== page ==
to have no headers then set	the header option off in your atprc.

       When at the ATP command prompt, you will	be able	to execute many	common
       Unix  commands  directly: cat, cd, cp, echo, df,	du, less, ln, lpr, ls,
       man, mkdir, more, mv, pwd, cwd, rm, rmdir, set, sort, sync.

       Under the MSDOS version	the  following	commands  are  available:  cd,
       chkdsk,	copy,  del,  dir, md, mem, more, mkdir,	print, rd, rmdir, set,
       sort, type, xcopy.

       What follows is a summary of the	commands  available  inside  ATP.  The
       most  important	are:  `load', `review',	`j',`n',`r', `e', and `qscan'.
       These will be presented first. Remember that you	may always type	`help'
       for a brief summary of commands.

	    The	 `help'	command	will display a brief summary of	available com-

       load bbsname
	    This command is used to get	a QWK packet from your spool directory
	    and	 load  it  into	the reader for viewing.	It takes one argument,
	    the	name of	the BBS	or the explicit	name of	the  mail  packet.  If
	    you	 just give the name of the BBS,	ATP will search	for the	packet
	    named bbsname.qwk.	You may	also name the packet explicitly	 (e.g.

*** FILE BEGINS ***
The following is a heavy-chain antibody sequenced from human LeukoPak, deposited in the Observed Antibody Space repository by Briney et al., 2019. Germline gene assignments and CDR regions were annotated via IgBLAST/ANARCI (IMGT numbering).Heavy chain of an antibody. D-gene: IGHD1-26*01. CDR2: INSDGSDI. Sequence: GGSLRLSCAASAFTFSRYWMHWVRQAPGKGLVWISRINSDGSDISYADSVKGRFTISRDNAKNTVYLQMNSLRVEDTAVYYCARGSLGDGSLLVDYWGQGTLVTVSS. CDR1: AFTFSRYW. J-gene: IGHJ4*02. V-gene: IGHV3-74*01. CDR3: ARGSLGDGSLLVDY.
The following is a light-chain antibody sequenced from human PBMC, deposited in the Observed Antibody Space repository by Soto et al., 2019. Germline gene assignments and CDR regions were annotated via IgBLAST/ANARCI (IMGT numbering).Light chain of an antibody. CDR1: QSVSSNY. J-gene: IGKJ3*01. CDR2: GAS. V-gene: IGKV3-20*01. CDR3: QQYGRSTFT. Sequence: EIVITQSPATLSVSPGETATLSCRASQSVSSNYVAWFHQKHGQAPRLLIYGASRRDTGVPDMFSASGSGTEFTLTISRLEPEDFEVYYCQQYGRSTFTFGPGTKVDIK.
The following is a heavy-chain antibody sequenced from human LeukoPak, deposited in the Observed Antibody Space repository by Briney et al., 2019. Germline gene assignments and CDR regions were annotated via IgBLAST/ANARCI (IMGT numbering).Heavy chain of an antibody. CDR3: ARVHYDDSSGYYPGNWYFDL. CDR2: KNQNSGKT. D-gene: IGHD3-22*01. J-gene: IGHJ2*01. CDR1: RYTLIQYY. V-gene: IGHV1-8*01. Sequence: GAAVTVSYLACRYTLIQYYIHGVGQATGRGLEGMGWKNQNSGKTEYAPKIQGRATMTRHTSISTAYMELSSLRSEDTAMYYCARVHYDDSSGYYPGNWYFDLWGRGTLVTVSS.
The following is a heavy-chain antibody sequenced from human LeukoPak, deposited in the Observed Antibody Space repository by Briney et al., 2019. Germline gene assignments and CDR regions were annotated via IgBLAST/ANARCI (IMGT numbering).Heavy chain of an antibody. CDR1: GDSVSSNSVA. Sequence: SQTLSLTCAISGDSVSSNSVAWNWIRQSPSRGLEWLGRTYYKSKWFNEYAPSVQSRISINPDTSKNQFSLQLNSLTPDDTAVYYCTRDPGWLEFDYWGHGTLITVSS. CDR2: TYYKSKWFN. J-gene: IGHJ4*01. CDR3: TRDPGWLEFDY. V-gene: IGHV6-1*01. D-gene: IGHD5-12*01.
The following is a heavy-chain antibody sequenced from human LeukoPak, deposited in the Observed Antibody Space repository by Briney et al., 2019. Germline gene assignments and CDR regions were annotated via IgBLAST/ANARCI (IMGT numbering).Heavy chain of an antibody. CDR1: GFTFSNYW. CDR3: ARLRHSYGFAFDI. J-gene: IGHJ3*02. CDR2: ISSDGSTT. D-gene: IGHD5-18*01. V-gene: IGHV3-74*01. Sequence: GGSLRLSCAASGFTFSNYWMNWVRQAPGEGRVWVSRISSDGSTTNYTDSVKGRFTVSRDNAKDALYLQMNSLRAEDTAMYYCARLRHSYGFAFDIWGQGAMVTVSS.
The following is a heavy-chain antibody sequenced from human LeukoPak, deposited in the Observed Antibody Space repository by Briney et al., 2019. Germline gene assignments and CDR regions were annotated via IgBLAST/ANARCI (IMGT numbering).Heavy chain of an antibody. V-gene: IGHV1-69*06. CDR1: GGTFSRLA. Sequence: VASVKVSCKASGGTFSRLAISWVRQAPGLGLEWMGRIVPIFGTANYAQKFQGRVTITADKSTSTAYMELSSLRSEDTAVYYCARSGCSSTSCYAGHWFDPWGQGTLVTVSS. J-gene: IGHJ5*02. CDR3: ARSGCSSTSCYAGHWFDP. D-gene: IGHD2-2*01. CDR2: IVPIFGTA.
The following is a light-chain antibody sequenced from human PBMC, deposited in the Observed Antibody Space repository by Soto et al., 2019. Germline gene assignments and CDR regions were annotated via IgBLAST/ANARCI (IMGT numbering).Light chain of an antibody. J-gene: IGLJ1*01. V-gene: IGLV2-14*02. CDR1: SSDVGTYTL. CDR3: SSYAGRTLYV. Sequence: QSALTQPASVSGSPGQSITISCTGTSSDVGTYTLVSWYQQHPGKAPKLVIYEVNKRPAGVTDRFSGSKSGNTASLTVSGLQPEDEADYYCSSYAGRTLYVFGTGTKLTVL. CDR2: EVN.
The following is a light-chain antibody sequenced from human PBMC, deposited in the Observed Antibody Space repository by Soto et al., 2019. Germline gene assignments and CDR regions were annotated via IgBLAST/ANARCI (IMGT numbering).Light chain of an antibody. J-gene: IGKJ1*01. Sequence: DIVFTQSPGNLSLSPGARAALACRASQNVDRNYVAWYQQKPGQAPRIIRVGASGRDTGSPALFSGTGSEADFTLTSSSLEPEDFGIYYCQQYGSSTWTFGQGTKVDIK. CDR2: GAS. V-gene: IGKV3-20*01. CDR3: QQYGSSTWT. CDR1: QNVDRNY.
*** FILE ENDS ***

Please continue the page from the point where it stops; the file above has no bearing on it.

bbsdeguy.qwk, joesbbs.qw5, etc.).

	    Example:		 load zer0g.qw4

       review bbsname
	    The	 review	 command is used for reviewing the BBS archives	previ-
	    ously loaded into the reader. It takes one argument, the  name  of
	    the	BBS without any	extension. DO NOT add the `qwk'	file extension
	    with this command. The short form of this command is `rev'.

	    Example:		 rev hobbits

	    A carriage return alone will read the next message.

       j[ conference_name | conference_number ]
	    The	`j' command stands for `join' and it is	used for changing con-
	    ferences.	It  must  be followed by either	the conference name or
	    the	conference number.

       n    The	`n' command will join the next active conference.